Redefining ‘regret’

Revisiting my post titled ‘The short and bitter line of regret’, I end up pooling with disgust and horror and maybe even find my own being a little bit sickening.

There are people who will change your life indefinitely, but there are few people who will make you change your life because you’ve realised you can be a thousand times better than who you are right now, and you can be worth a thousand times more than you think you are.

In my mind, in my heart, Nicholas has always been a good, kindhearted and considerate person, with good intentions, a being whom I could honestly never live up to. Since being with him, I’ve learned that my almost-childish, careless nature of “I regret nothing” was a detrimental thought process that did more harm than good. I’ve realised that it is difficult to be caring, selfless, sensitive, or even remorseful, if my motto for mistakes is to try not to regret things.

So I changed it.

Although it wasn’t my motto per se, “I regret nothing” was detrimental, not only because it has an undermining element of “YOLO” or “you only live once”, but because it convinced me, almost immediately afterwards, that every wrong thing I had ever done was – well – totally A-OK.

Well, it’s not.

I really don’t think I could have forgiven myself had I, for instance, killed an innocent man, but… why would I choose not to regret hurting someone such as my parents, or my friends? No matter whom I hurt, feeling regret would acknowledge my wrongdoing, would make me reflect on my actions and realise how they affected others, and in turn feel remorseful and apologetic.

I believe I have always been a selfish person, and it makes me tear up because I know that I could be way better than that. It’s inevitable that regret is often daisy-chained with wrongdoing and other people, and it’s crushing to realise that such a large percentage of it is because – for even just a split second – you chose to only care about yourself.

If I stop for even just a moment and think about things I’ve regretted, then I realise, and completely understand, what is of value to me – be it hobbies, places, experiences, or people and things I love.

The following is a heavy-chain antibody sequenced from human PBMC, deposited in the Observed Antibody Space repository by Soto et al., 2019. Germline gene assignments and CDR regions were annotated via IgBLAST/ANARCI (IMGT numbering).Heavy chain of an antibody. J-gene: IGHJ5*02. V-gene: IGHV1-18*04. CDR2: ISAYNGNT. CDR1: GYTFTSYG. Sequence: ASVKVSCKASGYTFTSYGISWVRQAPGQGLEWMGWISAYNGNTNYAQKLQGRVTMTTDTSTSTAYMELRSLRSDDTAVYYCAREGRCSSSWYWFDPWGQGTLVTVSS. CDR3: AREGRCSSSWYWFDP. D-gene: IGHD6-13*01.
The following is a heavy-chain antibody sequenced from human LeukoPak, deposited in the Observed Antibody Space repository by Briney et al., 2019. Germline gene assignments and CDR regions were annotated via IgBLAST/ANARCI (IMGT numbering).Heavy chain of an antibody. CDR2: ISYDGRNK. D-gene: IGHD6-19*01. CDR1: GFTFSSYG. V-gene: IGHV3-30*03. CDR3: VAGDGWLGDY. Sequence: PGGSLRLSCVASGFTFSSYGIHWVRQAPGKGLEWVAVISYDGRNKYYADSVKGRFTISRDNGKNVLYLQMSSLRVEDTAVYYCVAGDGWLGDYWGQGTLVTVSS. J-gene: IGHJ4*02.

Comments on this post

I think there’s a difference between regretting your actions on a particular occasion and using it to better yourself (but not unnecessarily dwelling on that occasion) and spending your entire life making mistakes and wishing you could fix them – when obviously you can’t go back and fix the past. Use experiences to learn, sure, but you really do only live once and living in the past is a waste of time.

I was always so stuck in the past and wishing things happened differently, which is why I started to have a “no regrets” attitude instead. We’ve all done our own share of bad things but after realising that I kept making the same mistakes, I had to come round and find the right balance, and I am glad I did. :)

I couldn’t have said it better myself Jem.

I admit I regret things, actions, and words I’ve done, but I know with that regret, I propel myself forward learning the lessons clearly. Regret is a powerful tool to help you grow as a person. It’s experience and I use that experience in a sense to level up. I better myself, and that is the important thing to remember. You don’t dwell in that regret, but force that regret to help you grow. Help you mature into the person you are meant to be. Everyone regrets something, even if they don’t admit it, but know that you are stronger for regretting and changing your behavior.